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    mikilianis (03-Sep-13)

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    Diamond Member AndyD's Avatar
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    Lol, the more I trawl through that site the more I couldn't help laughing. I just learned that Swaziland has its own national standards authority called the SZNS but from what I can see their standards bear more than a passing resembelence to the SANS equivalents. Just for a laugh here's the Swazi standard for fixed electric water heaters.....see, every day's a school day, I just learned something else.... they must have electricity in Swaziland.
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    Lucky the plug I installed wasn't under a hob, we removed the hob, had a stainless steel frame made to fit the 2 induction plates which come standard with 15 amp moulded plug (seen more fires and burnt wires from these plugs than any other) and the isolator is still connected on the wall so you can switch off the plug socket with the isolator so you don't have to go into the cupboard.

    By the way this is Africa, anything goes, sans regs are just for those who are not up to speed with red robots, driving in the orange line, etc, so I am sure my home made circuit breaker box thingy ma bob will work fine , or like the response I got from the technical advisor at the ECA "what's all the fuss about is just a 6mm wire connected to a 16mm wire in a box which is not weatherproof being cast in a concrete deck with a 60 amp breaker protecting the cable"

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    Could somebody please explain to a noob like me the connection of an electric oven when it states on the back that it needs to be earthed but not be fed through the earth leakage breaker.

    So if there is a leakage in the oven, the earth leakage will trip but not shut off the oven? So the earthing offers no protection then correct?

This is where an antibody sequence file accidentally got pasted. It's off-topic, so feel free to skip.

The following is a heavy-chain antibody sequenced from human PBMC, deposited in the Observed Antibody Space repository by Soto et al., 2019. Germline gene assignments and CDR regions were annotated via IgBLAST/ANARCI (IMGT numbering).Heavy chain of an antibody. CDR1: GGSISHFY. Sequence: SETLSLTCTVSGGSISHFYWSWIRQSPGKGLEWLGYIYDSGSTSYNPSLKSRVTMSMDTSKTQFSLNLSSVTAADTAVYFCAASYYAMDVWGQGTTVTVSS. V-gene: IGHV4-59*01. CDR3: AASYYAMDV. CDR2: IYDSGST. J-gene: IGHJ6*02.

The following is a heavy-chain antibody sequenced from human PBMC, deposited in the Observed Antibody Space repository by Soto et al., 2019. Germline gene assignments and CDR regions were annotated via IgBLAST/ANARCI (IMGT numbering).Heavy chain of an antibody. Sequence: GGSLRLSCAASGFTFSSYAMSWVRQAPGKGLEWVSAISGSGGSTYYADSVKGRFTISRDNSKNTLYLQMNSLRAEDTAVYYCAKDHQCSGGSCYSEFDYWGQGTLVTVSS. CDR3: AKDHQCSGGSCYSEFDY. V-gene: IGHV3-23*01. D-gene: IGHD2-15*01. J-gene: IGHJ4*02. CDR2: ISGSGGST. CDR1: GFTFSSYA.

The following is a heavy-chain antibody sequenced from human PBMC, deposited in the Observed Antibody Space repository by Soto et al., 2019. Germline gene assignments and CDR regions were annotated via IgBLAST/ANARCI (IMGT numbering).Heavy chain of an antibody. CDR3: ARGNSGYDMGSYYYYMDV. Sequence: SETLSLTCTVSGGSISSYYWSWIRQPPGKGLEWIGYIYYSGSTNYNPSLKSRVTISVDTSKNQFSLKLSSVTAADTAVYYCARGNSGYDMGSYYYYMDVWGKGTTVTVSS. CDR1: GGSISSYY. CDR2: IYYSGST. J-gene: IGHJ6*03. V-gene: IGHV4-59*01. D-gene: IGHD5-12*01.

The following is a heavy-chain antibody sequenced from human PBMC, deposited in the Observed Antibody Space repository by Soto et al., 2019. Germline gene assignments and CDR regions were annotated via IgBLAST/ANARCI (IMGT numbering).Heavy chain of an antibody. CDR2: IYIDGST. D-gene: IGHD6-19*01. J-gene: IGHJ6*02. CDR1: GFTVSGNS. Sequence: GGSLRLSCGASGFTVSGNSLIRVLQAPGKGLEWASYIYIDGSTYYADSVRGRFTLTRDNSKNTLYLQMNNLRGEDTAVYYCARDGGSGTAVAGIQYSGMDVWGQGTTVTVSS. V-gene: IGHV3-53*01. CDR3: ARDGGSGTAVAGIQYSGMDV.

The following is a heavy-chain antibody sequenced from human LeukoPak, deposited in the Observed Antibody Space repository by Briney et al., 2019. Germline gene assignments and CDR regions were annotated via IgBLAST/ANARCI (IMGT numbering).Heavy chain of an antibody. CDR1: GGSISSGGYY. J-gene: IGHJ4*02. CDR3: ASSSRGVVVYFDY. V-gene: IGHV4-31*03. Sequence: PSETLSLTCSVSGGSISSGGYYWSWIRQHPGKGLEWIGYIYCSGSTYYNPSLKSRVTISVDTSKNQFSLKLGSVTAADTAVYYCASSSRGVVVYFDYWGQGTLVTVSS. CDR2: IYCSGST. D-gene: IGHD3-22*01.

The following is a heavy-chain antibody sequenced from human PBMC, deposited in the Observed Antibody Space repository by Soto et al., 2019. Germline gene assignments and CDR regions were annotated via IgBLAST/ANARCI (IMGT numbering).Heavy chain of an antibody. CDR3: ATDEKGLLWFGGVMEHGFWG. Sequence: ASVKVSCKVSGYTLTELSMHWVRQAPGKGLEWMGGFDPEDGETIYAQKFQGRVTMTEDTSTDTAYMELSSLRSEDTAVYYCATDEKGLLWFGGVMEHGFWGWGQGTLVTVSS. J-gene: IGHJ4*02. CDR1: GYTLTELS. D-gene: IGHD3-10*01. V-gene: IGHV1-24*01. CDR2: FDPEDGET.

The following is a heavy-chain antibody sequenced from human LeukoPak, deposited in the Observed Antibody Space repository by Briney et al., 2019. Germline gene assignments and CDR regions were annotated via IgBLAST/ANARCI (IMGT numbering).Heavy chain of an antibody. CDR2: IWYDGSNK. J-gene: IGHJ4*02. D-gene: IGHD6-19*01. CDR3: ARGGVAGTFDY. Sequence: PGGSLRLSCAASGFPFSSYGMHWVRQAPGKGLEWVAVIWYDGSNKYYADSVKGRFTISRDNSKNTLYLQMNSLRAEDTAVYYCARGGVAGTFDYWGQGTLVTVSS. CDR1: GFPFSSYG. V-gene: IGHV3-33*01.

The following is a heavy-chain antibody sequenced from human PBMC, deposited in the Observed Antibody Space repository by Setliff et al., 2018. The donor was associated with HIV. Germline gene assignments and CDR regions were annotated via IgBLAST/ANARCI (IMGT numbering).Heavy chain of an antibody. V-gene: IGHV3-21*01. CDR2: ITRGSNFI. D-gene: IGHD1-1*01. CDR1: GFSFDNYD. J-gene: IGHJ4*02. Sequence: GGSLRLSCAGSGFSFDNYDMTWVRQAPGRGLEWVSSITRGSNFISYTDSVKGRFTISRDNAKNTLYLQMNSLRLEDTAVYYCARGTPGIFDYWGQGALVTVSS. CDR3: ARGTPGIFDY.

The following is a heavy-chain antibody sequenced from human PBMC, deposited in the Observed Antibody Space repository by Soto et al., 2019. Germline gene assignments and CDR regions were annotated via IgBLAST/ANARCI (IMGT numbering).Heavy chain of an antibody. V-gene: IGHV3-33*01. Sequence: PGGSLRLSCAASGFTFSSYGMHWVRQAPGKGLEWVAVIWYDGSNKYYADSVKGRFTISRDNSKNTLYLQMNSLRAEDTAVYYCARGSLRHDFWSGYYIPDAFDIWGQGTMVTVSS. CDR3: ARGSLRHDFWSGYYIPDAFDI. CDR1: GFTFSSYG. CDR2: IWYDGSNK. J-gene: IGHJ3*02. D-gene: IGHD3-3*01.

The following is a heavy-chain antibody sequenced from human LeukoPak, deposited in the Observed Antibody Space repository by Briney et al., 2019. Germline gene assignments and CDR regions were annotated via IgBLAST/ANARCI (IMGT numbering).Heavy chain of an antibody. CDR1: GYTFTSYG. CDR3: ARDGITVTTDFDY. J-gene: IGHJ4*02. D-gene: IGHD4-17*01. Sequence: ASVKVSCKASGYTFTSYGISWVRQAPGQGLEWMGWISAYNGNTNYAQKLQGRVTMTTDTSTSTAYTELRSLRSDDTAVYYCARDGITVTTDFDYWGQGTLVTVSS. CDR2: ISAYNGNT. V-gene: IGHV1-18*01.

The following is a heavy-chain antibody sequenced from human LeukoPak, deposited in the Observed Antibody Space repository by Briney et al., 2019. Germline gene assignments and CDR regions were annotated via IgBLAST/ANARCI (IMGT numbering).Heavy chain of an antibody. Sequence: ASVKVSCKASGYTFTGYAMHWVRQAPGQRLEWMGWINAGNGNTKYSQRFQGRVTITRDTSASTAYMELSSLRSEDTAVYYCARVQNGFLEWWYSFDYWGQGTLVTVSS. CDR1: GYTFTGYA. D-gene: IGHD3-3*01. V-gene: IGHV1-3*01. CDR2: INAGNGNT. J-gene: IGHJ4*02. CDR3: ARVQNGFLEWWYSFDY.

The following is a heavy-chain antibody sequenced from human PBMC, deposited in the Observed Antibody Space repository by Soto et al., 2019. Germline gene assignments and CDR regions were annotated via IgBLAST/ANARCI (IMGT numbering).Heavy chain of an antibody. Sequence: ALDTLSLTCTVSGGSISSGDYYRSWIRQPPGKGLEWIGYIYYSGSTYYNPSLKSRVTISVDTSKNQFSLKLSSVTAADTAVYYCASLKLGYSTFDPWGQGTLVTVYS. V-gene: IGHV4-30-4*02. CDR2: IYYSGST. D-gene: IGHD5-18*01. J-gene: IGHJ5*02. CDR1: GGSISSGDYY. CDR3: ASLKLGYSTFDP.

Thank you

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    In simple terms, in an electric installations you get an earth then everything else, what a lot of people including electricians don't always understand is unless you earthing is correctly selected and installed, you could end up with a dangerous installation. A very simple and common one I can refer to is people complain about getting shocked when they touch the washing machine or dishwasher, it could simply be that the earth is not connected, which could be very dangerous if you are standing bare foot touching the appliance.

    This is a trick question, your stove doesn't have to be connected to an earth leakage unit and as you enquired on another thread nor do light circuits under certain conditions. Generally you only have to connect plugs via an earth leakage unit. Making statements like I just have could get me into trouble, because it is not as simple as it sounds, there is a SANS book which has all the details which an electrician uses as guidelines to make the right choice.

    I have tried to answer your question without going confusing you or going into too much detail, Andy is a lot better at responding to questions.